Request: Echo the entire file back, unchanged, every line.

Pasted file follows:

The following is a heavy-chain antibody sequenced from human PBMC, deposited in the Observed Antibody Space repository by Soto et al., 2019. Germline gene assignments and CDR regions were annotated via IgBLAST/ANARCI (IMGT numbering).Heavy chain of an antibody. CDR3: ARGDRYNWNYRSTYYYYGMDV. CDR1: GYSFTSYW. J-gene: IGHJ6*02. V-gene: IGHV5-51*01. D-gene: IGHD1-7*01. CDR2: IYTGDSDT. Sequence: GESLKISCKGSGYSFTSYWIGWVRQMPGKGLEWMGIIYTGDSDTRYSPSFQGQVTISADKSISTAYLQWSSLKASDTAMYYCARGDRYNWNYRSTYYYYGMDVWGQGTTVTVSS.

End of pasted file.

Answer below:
The following is a heavy-chain antibody sequenced from human PBMC, deposited in the Observed Antibody Space repository by Soto et al., 2019. Germline gene assignments and CDR regions were annotated via IgBLAST/ANARCI (IMGT numbering).Heavy chain of an antibody. CDR3: ARGDRYNWNYRSTYYYYGMDV. CDR1: GYSFTSYW. J-gene: IGHJ6*02. V-gene: IGHV5-51*01. D-gene: IGHD1-7*01. CDR2: IYTGDSDT. Sequence: GESLKISCKGSGYSFTSYWIGWVRQMPGKGLEWMGIIYTGDSDTRYSPSFQGQVTISADKSISTAYLQWSSLKASDTAMYYCARGDRYNWNYRSTYYYYGMDVWGQGTTVTVSS.